And through it all I have come to the conclusion that there are 3 real “secrets,” 3 “pluses” and 1 final piece of the puzzle to mastering any language and have confirmed them with numerous people who can speak more than one language.
The 3 secrets are:
- Keep Going
- A Good Teacher
- Good Materials
The first is simply perseverance. Language is something that must be continually practiced. It’s like pretty much everything else, you either use it or lose it.
It is the single biggest mistake I found over my 20 plus years teaching. Sadly, many good students never become great because they believe they are good enough. The best students know there is always more to learn.
I knew people who lived in the US for 10 years and thought they were all that…and granted, they were good…at conversation. But their lack of vocabulary or incorrect understanding of business and casual language often let them down. But even worse than that, as they stopped studying English, it wasn’t long before their English deteriorated.
The second and third are linked together. A good teacher does what they can to inspire students. They help show students why the subject matter is fun. They use humor, surprise and pretty much whatever they can to keep students’ attention.
Secondly, a good teacher knows their craft and knows what materials are worth investing in.
It’s one thing to have a good book, it’s another to get the best out of it. Good teachers can do just that.
Good teachers are often quite strict because they are passionate about what they teach. But they are also kind and very caring.
Always invest in a good teacher if you can find one. They are worth their weight in gold…and this doesn’t just apply to learning a language but absolutely any subject under the sun.
Sadly, I have found that most people think that teachers are replaceable. I haven’t found that to be true, especially with the good teachers.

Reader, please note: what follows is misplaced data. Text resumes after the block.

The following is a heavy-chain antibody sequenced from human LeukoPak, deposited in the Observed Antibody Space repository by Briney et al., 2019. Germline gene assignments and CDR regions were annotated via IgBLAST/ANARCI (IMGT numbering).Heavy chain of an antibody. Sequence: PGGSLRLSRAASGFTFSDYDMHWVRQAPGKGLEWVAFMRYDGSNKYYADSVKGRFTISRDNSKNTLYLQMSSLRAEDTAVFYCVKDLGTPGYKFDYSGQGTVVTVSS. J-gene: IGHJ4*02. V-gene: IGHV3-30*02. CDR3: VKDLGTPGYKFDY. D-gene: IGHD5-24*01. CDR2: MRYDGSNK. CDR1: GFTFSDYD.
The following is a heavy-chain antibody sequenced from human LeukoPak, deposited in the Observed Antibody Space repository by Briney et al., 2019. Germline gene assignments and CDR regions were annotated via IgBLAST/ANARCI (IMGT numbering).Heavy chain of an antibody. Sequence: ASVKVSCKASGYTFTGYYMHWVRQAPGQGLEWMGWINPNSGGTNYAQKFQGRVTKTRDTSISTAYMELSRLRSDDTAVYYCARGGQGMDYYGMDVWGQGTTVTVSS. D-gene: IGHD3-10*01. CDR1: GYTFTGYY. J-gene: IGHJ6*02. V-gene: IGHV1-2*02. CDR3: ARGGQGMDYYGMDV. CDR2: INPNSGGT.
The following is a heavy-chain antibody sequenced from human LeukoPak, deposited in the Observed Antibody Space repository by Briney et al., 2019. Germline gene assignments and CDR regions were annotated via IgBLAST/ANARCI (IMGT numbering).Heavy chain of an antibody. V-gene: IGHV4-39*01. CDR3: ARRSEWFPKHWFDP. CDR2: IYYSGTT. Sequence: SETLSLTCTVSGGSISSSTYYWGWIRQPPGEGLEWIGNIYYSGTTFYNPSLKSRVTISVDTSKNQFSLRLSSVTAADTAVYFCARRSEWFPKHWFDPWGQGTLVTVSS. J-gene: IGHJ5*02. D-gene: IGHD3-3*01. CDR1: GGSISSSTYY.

When we find a good teacher, they become more than just a teacher, often times becoming a close friend and confidant.
Speaking for myself, I have been blessed to have met some wonderful people over my years of teaching and am proud today to call many of them my friends .
The three “pluses” are things that can help aid the learning process (or languages), but do not guarantee success:
- Study abroad
- Boyfriend / Girlfriend (love it a powerful motivator to achieve anything)
And then there’s the final piece of the puzzle, my all time personal favorite: study hard.
Learning a language isn’t about skill but rather a matter or desire.
You see, language is essentially a survival tool.
See how long it would take me to learn Spanish if I were in a Spanish speaking country, surrounded by people who only spoke Spanish and I was stuck there for 6 months. I’d learn pretty quickly how to ask for what I need; food, water, the bathroom. And slowly but surely I’d pick up the rest.
But most of us aren’t going to be in such an environment in today’s world with the prevalence of English. As such, we must force ourselves to learn the old-fashioned way; a little elbow grease.
I will say this, learning a language may be hard…but its value is enormous.
The friends you make, the ideas you get and the pride you feel is beyond comparison.
I hope you all take up the challenge.